Joan tells Don that they’re closing the office early, but that they’re having a partner’s meeting at three. A prospective client, a friend of Roger’s played by William Mapother, who played Ethan on “Lost,” comes by and pitches an insurance ad, claiming it was inspired by the ghost of Martin Luther King.

In an emotionally heightened outburst, Pete pounces on Harry when Harry starts ticking off the clients whose ads are being preempted. (Bewitched! Merv Griffin!) Indignant that Harry could even discuss work, Pete tells Harry this is a “shameful, shameful day,” and doesn’t back off even after Bert asks the two to shake hands to erase what’s been said. I latched on to Pete’s calling this a shameful day, because this is what Trudy calls it when he’d spoken to her the evening before. He’d offered to go out to Cos Cob, because he didn’t want Trudy and their daughter to be alone. But Trudy doesn’t accept the offer. The word “shameful” was poignant, a reminder that while their marriage is probably over, there are still emotional attachments and unresolved feelings.

That evening, Betty calls Don and reminds her that he’s supposed to pick up the children. He does, and the next day, Megan goes with Sally and Gene while Bobby remains home with Don because he’s not feeling well. Bobby’s being punished for peeling off misaligned wallpaper in his bedroom and isn’t supposed to watch television for a week. Don takes him to the movies, to see “Planet of the Apes.” Bobby likes the movie so much, he wants to see it again. Between shows, Bobby tells an African American theater worker, “Everybody likes to go to the movies when they’re sad.” A post in The Bowery Boys blog affirms that while the city was shut down, moviegoing didn’t drop off.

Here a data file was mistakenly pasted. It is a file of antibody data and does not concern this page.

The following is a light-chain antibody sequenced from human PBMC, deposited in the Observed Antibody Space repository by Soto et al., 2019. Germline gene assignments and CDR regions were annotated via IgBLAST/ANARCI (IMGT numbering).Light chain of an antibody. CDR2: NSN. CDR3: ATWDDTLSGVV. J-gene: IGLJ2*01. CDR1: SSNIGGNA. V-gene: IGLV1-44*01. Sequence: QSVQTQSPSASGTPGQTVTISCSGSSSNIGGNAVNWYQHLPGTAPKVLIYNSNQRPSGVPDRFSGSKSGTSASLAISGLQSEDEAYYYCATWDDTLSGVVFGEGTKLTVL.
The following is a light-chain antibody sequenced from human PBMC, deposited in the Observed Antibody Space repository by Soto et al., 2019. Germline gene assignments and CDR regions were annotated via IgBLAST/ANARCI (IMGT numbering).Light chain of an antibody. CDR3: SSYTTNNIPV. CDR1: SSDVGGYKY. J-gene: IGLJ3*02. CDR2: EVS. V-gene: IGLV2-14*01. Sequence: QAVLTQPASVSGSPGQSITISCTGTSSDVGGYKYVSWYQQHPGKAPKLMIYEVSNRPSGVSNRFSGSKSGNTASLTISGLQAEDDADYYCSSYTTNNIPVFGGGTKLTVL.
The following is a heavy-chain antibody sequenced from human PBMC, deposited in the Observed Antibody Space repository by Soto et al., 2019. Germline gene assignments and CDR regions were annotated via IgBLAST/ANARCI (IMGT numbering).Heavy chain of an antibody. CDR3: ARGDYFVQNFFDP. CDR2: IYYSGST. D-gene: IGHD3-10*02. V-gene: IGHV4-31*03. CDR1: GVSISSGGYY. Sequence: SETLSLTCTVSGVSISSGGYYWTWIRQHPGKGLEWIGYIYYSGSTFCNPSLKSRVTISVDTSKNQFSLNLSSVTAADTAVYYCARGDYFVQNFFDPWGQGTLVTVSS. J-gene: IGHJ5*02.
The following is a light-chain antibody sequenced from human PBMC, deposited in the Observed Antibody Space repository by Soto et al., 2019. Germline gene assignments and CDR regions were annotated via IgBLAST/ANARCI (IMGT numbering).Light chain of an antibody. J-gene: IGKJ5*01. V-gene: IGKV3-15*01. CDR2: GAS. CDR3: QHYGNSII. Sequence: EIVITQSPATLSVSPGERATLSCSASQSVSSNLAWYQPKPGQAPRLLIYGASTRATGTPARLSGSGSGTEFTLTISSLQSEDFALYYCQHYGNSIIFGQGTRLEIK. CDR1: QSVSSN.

Peggy doesn’t get the apartment, and when she calls out Gabe, who’s writing on deadline, for not reacting, he tells her he didn’t think that’s where they’d want to raise their children. He thinks the Upper West Side is more interesting. Her eyes light up, because apparently, the two of them still haven’t mapped out  their future together with any specificity.

One frustration I’m detecting among fans is that they’re tired of characters, especially Don, not changing. But to me, that’s one of the beauties of the show. Because who in real life changes? Some people do, but others don’t. Perhaps we are demanding more from a television show’s characters, or any work of fiction, for that matter, than from the people in our lives. That some people do not change — not every alcoholic joins AA, not every hoarder schedules a pickup from Goodwill — is a point that doesn’t always lend itself to fiction. We expect, if not metamorphosis, some sense of change … And some characters in “Mad Men” have evolved. We’re seeing a lot of quiet character development with Betty this season, including in this episode, as she realizes that Henry’s move to the State Senate is going to mean a more public existence for her. Presumably this is what is going to inspire her to lose weight, since she shares this dream for her husband.